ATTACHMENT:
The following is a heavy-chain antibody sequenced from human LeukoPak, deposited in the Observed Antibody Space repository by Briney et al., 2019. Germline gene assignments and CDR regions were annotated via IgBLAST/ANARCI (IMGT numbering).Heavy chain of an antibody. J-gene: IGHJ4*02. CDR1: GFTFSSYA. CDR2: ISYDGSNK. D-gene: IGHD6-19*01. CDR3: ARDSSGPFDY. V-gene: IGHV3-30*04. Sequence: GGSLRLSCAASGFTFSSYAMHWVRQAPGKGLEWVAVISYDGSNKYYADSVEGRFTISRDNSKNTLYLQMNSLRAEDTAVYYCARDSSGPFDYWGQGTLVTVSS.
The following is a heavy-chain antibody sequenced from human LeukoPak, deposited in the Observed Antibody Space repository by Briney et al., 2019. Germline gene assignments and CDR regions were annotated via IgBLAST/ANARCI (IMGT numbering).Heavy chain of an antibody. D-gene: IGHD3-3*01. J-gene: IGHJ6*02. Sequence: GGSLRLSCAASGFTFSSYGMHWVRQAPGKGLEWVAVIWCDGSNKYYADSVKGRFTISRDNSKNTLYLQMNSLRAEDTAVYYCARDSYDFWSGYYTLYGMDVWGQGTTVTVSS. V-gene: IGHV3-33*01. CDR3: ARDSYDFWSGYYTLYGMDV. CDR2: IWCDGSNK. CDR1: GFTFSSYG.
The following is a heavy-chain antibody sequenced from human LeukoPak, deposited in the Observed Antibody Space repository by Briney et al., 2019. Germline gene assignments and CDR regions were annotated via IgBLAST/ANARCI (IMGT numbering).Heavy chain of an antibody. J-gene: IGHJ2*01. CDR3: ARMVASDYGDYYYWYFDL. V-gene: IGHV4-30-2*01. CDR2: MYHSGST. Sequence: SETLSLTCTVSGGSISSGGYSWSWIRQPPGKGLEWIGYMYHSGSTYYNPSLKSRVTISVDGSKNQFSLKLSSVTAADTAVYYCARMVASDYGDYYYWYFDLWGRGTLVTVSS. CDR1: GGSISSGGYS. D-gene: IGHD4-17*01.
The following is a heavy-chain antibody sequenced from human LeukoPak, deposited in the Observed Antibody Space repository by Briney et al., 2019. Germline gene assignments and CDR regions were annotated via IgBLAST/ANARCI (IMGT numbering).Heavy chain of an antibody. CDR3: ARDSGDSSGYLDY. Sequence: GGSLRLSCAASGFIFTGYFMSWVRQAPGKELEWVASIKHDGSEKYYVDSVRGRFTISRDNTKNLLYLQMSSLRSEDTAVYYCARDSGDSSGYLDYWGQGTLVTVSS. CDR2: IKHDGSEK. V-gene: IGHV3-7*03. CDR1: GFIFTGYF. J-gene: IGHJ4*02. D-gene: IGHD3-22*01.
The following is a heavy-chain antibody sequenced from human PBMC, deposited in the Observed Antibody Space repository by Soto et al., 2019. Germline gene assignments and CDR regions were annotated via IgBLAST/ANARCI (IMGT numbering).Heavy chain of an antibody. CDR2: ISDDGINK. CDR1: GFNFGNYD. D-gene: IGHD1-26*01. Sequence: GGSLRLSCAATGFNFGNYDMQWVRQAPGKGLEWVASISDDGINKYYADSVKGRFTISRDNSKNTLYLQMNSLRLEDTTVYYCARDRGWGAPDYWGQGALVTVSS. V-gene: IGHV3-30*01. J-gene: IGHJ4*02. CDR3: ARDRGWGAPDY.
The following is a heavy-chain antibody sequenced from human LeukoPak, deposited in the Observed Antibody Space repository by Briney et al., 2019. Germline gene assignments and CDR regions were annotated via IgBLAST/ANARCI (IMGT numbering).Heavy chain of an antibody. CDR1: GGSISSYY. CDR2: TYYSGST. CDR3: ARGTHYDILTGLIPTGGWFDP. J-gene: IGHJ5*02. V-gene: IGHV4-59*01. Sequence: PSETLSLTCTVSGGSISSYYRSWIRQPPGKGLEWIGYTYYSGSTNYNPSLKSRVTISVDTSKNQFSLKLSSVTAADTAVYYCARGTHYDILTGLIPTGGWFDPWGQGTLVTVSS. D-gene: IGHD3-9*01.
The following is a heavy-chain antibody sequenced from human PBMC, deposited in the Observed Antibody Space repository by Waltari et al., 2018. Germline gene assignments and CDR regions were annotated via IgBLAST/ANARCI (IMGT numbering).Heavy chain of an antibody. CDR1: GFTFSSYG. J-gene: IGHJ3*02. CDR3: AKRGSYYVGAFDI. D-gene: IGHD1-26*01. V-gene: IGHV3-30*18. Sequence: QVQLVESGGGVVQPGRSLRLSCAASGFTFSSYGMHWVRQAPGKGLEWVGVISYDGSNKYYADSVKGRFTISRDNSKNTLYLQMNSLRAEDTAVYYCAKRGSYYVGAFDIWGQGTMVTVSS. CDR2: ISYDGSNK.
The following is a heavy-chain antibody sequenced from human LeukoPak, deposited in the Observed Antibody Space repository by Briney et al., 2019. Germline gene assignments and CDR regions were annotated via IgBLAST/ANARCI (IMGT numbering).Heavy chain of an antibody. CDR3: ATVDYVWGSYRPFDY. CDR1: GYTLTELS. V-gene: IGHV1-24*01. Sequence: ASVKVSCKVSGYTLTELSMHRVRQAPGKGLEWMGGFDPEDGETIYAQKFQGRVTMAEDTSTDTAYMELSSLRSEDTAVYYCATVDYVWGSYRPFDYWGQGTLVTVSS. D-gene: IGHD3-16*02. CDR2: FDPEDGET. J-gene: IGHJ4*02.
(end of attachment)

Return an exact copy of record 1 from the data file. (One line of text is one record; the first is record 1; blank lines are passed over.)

The following is a heavy-chain antibody sequenced from human LeukoPak, deposited in the Observed Antibody Space repository by Briney et al., 2019. Germline gene assignments and CDR regions were annotated via IgBLAST/ANARCI (IMGT numbering).Heavy chain of an antibody. J-gene: IGHJ4*02. CDR1: GFTFSSYA. CDR2: ISYDGSNK. D-gene: IGHD6-19*01. CDR3: ARDSSGPFDY. V-gene: IGHV3-30*04. Sequence: GGSLRLSCAASGFTFSSYAMHWVRQAPGKGLEWVAVISYDGSNKYYADSVEGRFTISRDNSKNTLYLQMNSLRAEDTAVYYCARDSSGPFDYWGQGTLVTVSS.